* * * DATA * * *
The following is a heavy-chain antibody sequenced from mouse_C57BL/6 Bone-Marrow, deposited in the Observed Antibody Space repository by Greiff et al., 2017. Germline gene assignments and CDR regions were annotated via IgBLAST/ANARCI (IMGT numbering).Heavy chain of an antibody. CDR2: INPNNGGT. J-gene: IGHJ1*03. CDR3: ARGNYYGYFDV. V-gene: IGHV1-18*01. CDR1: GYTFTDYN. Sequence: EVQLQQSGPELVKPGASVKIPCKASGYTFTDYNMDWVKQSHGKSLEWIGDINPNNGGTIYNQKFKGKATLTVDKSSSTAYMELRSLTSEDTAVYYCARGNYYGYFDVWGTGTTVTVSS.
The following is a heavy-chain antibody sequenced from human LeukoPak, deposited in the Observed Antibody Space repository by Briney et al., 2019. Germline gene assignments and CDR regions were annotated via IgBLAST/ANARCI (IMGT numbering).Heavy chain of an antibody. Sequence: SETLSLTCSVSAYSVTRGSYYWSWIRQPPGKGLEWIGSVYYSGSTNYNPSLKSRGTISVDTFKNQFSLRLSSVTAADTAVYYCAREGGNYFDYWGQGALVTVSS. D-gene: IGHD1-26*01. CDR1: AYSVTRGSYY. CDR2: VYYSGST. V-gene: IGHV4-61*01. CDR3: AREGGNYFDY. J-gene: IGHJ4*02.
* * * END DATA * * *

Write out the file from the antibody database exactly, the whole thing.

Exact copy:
The following is a heavy-chain antibody sequenced from mouse_C57BL/6 Bone-Marrow, deposited in the Observed Antibody Space repository by Greiff et al., 2017. Germline gene assignments and CDR regions were annotated via IgBLAST/ANARCI (IMGT numbering).Heavy chain of an antibody. CDR2: INPNNGGT. J-gene: IGHJ1*03. CDR3: ARGNYYGYFDV. V-gene: IGHV1-18*01. CDR1: GYTFTDYN. Sequence: EVQLQQSGPELVKPGASVKIPCKASGYTFTDYNMDWVKQSHGKSLEWIGDINPNNGGTIYNQKFKGKATLTVDKSSSTAYMELRSLTSEDTAVYYCARGNYYGYFDVWGTGTTVTVSS.
The following is a heavy-chain antibody sequenced from human LeukoPak, deposited in the Observed Antibody Space repository by Briney et al., 2019. Germline gene assignments and CDR regions were annotated via IgBLAST/ANARCI (IMGT numbering).Heavy chain of an antibody. Sequence: SETLSLTCSVSAYSVTRGSYYWSWIRQPPGKGLEWIGSVYYSGSTNYNPSLKSRGTISVDTFKNQFSLRLSSVTAADTAVYYCAREGGNYFDYWGQGALVTVSS. D-gene: IGHD1-26*01. CDR1: AYSVTRGSYY. CDR2: VYYSGST. V-gene: IGHV4-61*01. CDR3: AREGGNYFDY. J-gene: IGHJ4*02.